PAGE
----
Pick your field, accent, and trim colors based on some understanding of color theory. If you are unfamiliar with the Color Wheel, there are a number of ways you can learn about it on the internet. The Color Wheel positions opposite (complimentary) colors on opposite sides of the wheel, and similar (analogous) colors adjacent. One side of the wheel has yellows, oranges, and reds, and these are called warm tones (they are the colors of fire). The other side has purples, blues, and greens, which are the cool tones. In the center of the wheel is neutral grey, or white or black (one might think of it as a color sphere really, with white at the north pole and black at the south pole, and rainbow hues around the equator). The more saturated a color is, the closer it is to the rim of the wheel, and unsaturated colors are located more near the center. Notice that the common railroad colors tend to be unsaturated, so stay away from the rim. You can pick colors that balance across the wheel for a complimentary scheme, such as Chessie’s: the yellow and orange are balanced by their mutual opposite, the blue. Or you can pick an analogous color scheme such as SP’s orange and red; in this case the strong warm tones are meant ton convey the sun’s warmth. If one were to add a complimentary blue-green to this analogous scheme, it would undermine the intention. Similarly, the Northern Pacific’s light and dark green combo is meant to evoke the evergreen forests of the northwest, and the complimentary red trim color is used only sparingly so as not to compromise this intention.

One way to situate your fictional railroad into a certain region is to adopt the colors of a similar real railroad, perhaps even one that yours does interchange with. For instance, my WP&P makes use of a dark blue (on passenger equipment) that relates to both the B&O and C&O, nearby neighbors. The real N&W adopted its dark red for passenger trains based on its relationship to the Pennsylvania Railroad.

Give some thought, too, to creating a scheme that can be adapted to all kinds of engines and cars. Don’t design around one specific type of engine, or you may get stuck with something that doesn’t adapt well. For instance, if you base your scheme on a BL-2 with its uniquely bulging physique, your scheme might not look so great on a trim Geep-9. Of course, your scheme can evolve, too, so you might have variations that apply in different eras. A lot of the “bow wave” styles that emerged when F-units were the prominent diesel did not translate well to hood units, and those schemes had to be adapted. Plus, you might want to tell a bit of a story with your schemes. For instance, the N&W adopted blue instead of black when it was considering a merger with C&O, then went back to black after that effort failed. Similarly, my WP&P went from red and black with white lettering to maroon and gold with blue lettering, as N&W ramped up its ownership in the years just prior to merger – the maroon signifying N&W blood. In truth, this has more to do with me playing around with schemes and generating more options. Don’t think that once you’ve come up with one viable scheme, that it is the only option from here on out! Use what you know to come up with another version, then see if you can invent a history to justify it.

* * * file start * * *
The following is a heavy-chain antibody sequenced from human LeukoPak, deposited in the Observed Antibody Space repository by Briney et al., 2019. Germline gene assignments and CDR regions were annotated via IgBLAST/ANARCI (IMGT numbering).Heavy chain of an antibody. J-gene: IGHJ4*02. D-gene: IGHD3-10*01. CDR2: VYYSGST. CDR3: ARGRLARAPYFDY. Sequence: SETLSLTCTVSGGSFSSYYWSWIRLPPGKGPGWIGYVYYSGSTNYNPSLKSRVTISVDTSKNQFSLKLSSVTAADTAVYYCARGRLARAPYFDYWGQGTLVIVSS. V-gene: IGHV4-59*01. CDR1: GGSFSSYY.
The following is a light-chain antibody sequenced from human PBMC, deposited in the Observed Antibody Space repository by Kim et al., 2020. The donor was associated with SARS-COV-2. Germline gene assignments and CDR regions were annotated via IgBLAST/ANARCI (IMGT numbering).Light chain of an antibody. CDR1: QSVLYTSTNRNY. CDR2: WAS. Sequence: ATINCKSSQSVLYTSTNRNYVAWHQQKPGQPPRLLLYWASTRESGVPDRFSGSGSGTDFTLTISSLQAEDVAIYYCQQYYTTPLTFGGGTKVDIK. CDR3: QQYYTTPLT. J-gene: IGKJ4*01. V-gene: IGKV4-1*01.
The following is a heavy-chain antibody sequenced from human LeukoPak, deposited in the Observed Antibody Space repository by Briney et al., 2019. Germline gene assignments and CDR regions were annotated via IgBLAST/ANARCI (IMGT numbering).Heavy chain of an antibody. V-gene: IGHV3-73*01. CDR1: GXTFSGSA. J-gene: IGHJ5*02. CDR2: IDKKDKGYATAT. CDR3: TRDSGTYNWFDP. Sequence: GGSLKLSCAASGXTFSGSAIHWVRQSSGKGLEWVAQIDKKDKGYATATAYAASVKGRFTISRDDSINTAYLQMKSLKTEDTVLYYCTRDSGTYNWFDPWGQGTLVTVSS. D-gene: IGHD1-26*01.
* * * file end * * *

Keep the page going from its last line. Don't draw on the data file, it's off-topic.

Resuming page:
Finally, it is a good idea to solicit critical feedback from the modeling community. If you belong to a club, do a mock up and ask for comments. Ask where they might guess this railroad operates, whether it is a Class 1 or short line, or what real line it resembles; you might be surprised at what associations your scheme calls to mind. If you feel handy on the computer, use an image editor to do a mock up and then post images on a forum or two. If you don’t know your way around an image editor, then you can do a mock up in some other way and just use a digital camera to photograph it. Be open to all comments, and recognize that we all have our favorite colors and schemes, and some comments may owe a lot to such bias. In the end, though, you are the ultimate judge! I wish you success in establishing your railroad empire’s corporate identity.

Michael Rountree is an N-scale model railroader who works for one of the best residential architects Cincinnati has to offer, helping to guide client’s dreams through both design and construction phases to be realized on budget.